With all the recent coverage surrounding Microsoft's rumored portable music player Zune, some may conclude that Engadget's editors have highly active and detailed imaginations and exceptional Photoshop skills that they employ without hesitation in the traditionally slow summer tech news months. Others, however, may be convinced that Microsoft is following through on Steve Jobs' prediction that the company will enter the market with its own branded player. The pictures of the Zune hardware show an attractive but not groundbreaking design, one that looks similar to a Gigabeat with a small wheel replacing its crosshairs, or a Sansa e200 with its wheel shrunk and a few extra buttons.
Much of the discussion around Zune has focused on the strategy shift it would mean for the software giant and the competition that it would bring to Microsoft's current hardware partners. But the company's continuous user interface refinement of Windows Mobile and expecially its deep pockets can let it fight the iPod in ways that its current partners simply can't. Here are three ways that Microsoft can best leverage its war chest:
Player subsidization. If the Xbox consoles have been any precedent, it's doubtful that Microsoft would lowball its player's pricing too much. The company would likely rather bring out a full-featured device that wins the hearts of early adopters. However, it could subsidize expensive advanced features that may be a bit ahead of the market. The rumored inclusion of WiFi would enable Microsoft to play upon one of the benefits of subscription services – legal peer-to-peer music sharing among devices of licensed content -- and allow a tighter level of integration with the Xbox 360. This could also drive a viral marketing effect. Indeed, Microsoft, more than any of its hardware partners, can justify subsidization because it could be considered investment in the future of the Windows Media licensing ecosystem – an interest in which its current partners are only tangentially vested.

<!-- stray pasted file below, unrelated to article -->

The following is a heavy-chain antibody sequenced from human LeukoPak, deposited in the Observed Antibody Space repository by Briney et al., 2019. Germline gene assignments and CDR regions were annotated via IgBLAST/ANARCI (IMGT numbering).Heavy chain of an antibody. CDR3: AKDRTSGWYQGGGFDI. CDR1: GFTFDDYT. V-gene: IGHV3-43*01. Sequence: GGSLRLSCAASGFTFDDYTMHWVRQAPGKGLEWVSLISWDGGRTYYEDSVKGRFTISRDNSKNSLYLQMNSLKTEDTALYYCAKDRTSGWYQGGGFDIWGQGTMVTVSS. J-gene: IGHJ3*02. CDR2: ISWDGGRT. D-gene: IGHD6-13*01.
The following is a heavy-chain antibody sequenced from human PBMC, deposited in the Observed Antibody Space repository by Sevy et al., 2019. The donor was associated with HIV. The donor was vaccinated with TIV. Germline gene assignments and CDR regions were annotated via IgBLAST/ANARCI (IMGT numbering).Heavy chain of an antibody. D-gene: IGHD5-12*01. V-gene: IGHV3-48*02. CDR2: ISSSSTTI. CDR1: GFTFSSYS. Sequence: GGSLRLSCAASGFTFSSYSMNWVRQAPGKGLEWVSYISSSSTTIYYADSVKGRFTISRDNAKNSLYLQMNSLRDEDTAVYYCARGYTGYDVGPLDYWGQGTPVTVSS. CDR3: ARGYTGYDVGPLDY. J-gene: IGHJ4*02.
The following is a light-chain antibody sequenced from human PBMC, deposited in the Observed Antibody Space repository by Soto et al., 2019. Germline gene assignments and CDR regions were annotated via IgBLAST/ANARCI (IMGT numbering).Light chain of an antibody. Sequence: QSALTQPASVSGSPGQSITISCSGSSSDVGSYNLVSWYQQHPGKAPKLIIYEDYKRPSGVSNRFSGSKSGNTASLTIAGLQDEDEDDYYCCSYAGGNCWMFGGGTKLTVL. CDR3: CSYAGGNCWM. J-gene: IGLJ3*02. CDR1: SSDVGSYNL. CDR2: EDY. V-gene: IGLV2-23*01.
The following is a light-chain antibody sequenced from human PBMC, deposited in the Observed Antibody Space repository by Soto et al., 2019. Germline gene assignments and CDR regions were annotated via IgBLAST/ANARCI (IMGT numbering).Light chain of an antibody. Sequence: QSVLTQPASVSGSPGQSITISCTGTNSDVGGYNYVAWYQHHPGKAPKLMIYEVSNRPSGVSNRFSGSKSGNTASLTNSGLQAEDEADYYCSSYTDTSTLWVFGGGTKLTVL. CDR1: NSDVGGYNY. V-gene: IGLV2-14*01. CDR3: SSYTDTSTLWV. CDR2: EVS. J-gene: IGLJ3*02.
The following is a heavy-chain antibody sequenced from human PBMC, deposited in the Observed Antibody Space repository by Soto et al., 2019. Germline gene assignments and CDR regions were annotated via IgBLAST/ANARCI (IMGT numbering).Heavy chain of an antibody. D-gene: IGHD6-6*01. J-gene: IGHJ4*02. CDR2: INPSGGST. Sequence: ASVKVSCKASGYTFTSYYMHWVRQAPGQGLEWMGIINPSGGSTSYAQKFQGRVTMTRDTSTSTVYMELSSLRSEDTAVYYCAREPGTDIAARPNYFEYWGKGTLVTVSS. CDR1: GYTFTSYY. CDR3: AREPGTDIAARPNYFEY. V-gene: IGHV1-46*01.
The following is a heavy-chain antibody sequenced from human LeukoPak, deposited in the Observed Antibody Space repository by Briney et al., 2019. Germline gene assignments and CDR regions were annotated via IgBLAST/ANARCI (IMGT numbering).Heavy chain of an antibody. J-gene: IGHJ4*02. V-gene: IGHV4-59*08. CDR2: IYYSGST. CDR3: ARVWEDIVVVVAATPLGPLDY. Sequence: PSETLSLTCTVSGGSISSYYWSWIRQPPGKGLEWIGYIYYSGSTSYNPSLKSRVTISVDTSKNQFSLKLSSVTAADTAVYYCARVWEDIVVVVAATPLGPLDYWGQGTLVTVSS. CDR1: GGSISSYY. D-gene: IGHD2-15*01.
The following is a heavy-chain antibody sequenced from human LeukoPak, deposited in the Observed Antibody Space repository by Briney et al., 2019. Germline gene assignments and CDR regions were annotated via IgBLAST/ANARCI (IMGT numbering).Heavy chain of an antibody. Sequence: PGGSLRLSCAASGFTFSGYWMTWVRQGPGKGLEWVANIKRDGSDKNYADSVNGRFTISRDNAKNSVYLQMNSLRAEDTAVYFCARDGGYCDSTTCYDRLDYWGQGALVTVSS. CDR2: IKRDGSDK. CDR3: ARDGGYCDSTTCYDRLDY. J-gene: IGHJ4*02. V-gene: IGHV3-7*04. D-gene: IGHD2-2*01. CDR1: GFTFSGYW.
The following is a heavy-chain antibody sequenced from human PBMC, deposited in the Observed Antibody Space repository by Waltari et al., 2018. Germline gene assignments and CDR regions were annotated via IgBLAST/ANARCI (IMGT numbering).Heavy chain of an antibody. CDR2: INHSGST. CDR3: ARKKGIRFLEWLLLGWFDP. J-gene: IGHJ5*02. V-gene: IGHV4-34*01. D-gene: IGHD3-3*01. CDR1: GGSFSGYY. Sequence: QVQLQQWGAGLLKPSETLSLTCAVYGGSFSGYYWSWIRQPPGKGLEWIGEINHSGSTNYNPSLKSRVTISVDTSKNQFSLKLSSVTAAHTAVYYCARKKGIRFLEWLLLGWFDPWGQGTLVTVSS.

One intriguing rumor is that Microsoft would offer iTunes Music Store's customers the option to repurchase all the songs they've bought as protected Windows Media files. This would certainly be a bold move that would remove one of Apple customers' barriers to entry, but it smacks of the kind of win-at-all-costs freebiemania of the dotcom era. Surely, there are already customers who have spent hundreds of dollars or more at the iTumes Music Store. Completely reimbursing those customers would essentially amount to giving the player away. Imagine if Microsoft had offered a free Xbox game for every PlayStation 2 game purchased when it entered the video game console market.
On the accessories front, Microsoft has been driving efforts by the Consumer Electronics Association to define a standard docking interface, enabling command and control, charging and playback like the iPod's. According to the company, USB currently simply lacks the technical strength to serve as a user interface for transferring music. While rumors have circulated that Microsoft has approached iPod peripheral makers, rest assured that Zune would ship with more than a slip pouch available for it in terms of accessories. Regardless of whether the likes of Griffin, DLO, Belkin and others sign on, Microsoft can afford to seed the market with its own branded products in advance of market acceptance and charge little or nothing to license the interface, aiming at another Apple revenue stream.
As for advertising, one can debate the effectiveness of Super Bowl advertising. These days, it seems there is more media coverage around a company deciding to make the big purchase at the big game than the ads themselves. Regardless, while we've seen companies like SanDisk, Creative and Samsung purchase outdoor ads for its players, though, Microsoft would bring its bankroll to broadcasting early and often. The company's challenge will be to create a new music identity for its player the same way it forged an Xbox brand that in many ways stands apart from Microsoft.
In a recent conversation with an executive at a company that sells portable music players, I asked what he thought about the possibility of Microsoft entering his space. He put on a brave face, touting the benefits of market expansion and a halo effect, but noted that anything could happen with the entry of the proverbial "800-pound gorilla." When I noted that in this market, Microsoft wasn't the 800-pound gorilla, he replied that any company with tens of billions on the bank is an 800-pound gorilla. We'll soon see whether it can drive Apple bananas.
Can't wait to see how this turns out...